Wildlife: Southwest wolf numbers up 4th year in a row

Wolves numbers are slowly increasing in the Southwest.

Hopeful signs for recovery effort, but challenges remain

By Bob Berwyn

FRISCO — Against a backdrop of political and legal battles over the status of wolves, Mexican gray wolf numbers have increased the fourth year in a row, with 83 wolves now living in the wilds of New Mexico and Arizona.

That’s up 10 percent from last year and almost 100 percent from four years ago, according to the annual tally from the U.S. Fish and Wildlife Service. The number of breeding pairs also increased from three to five.

“With a minimum of 83 wolves in the wild, the Mexican wolf population has nearly doubled in the past four years,” said USFWS regional director Benjamin Tuggle. “I’m proud of the remarkable progress that the Mexican Wolf Recovery Program and its partners have achieved in bringing the Mexican wolf back from the brink of extinction.”

“It’s thrilling that the wolf population has increased for the fourth year in a row,” said wolf recovery advocate Michael Robinson, with the Center for Biological Diversity. “They remain a long way from being recovered, but this is definitely encouraging news.”

Robinson said pressure — including lawsuits — from conservation activists has helped the recovery effort by reducing the number of wolves killed or removed in response to livestock predations. In 2008 the Center for Biological Diversity and other groups successfully sued the agency over a policy that routinely removed any wolf that was involved in three livestock depredations.

Tuggle said all the wolves currently within the recovery area are wild born, which indicates progress toward establishing a wild population from a captive breeding program that started with only 7 wolves. The USFWS plans additional releases of captive-born wolves to address genetic issues within the wild population, he added.

Robinson said more releases would be a key step toward recovery. During the past five years, federal biologists only released one new wolf from the captive-breeding pool into the wild, and that wolf was taken back into captivity just three weeks after his release last January. The agency also shut down a recovery team that was widely expected to issue a new recovery plan calling for releasing Mexican wolves in new areas.

Starting additional population centers in the Grand Canyon and southern Rockies is critical, Robinson said.

“The continued increase in wolf numbers is a big relief,” said Robinson. “But much more still needs to be done to recover these highly endangered and beautiful animals to sustainable levels.”

Mexican wolves were reintroduced in Arizona and New Mexico in 1998 and were projected to increase to 102 wolves in the wild, including 18 breeding pairs, by the end of 2006.

But the recovery effort is still well short of these goals, likely because of a combination of captures and killings by Fish and Wildlife Service, illegal killings, small litter sizes and low pup-survival rates, Robinson said.

In addition to the 2008 lawsuit, the Center filed and settled three lawsuits last year that all improve the Mexican wolf recovery program by limiting wolf removals, providing more room for releases and for roaming, and ensuring more focused conservation attention.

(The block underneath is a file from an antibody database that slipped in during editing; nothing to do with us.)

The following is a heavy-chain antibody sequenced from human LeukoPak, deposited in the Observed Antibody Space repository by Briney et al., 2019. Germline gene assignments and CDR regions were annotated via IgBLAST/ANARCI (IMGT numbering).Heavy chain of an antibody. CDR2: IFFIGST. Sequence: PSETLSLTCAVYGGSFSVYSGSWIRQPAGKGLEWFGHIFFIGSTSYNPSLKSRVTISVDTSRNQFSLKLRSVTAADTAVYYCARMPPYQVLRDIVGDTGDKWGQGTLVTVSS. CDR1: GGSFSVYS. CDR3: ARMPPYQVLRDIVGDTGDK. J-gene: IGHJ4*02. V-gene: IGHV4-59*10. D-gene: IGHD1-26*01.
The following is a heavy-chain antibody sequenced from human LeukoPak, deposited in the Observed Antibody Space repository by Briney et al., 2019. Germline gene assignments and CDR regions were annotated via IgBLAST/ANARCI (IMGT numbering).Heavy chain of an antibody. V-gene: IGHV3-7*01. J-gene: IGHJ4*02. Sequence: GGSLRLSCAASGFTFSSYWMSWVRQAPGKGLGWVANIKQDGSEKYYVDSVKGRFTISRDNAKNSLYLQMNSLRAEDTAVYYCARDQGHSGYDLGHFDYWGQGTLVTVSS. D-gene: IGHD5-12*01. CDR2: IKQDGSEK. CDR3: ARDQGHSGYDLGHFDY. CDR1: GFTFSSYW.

In mid-February, the USFWS announced plans for 2014 wolf releases to replace wolves that were illegally shot.

The Mexican Wolf Interagency Field Team tasked with the day-to-day management of the wild population captured two wild males during the January winter population count. M1249 was taken to the Service’s Sevilleta Wolf Management Facility in New Mexico and is paired with a captive female wolf. M1290 was paired with a captive female wolf and is being held in a release pen in the Apache National Forest.

Neither of the male wolves has documented involvement in livestock depredations or nuisance behavior, making the animals good candidates for pairing with a captive female and subsequent release. Both wolf pairs are being observed for breeding behavior and will be released into the primary recovery zone in Arizona in the spring prior to giving birth.

“This is one of the important steps in Game and Fish’s commitment to replace the four wolves lost to illegal causes between 2011 and 2013. One of the key considerations when the options were evaluated was to improve population genetics, which is important to the long-term survival of the subspecies,” said Jim deVos, the Arizona Game and Fish Department’s assistant director for wildlife management.

An additional option to replace wolves illegally shot and to increase the genetic diversity of the wild population – cross fostering wolf pups born in captivity into a wild wolf pack litter – still remains under consideration and will be evaluated in the future.

“The pairing of genetically valuable females with males with wild experience accomplishes two goals, adding genetically valuable genes into the population and replacing wolves that were taken illegally,” Tuggle said. “If these pairs successfully establish themselves in the wild, they will increase population numbers immediately and will contribute to a more genetically robust population in the future,” he added.


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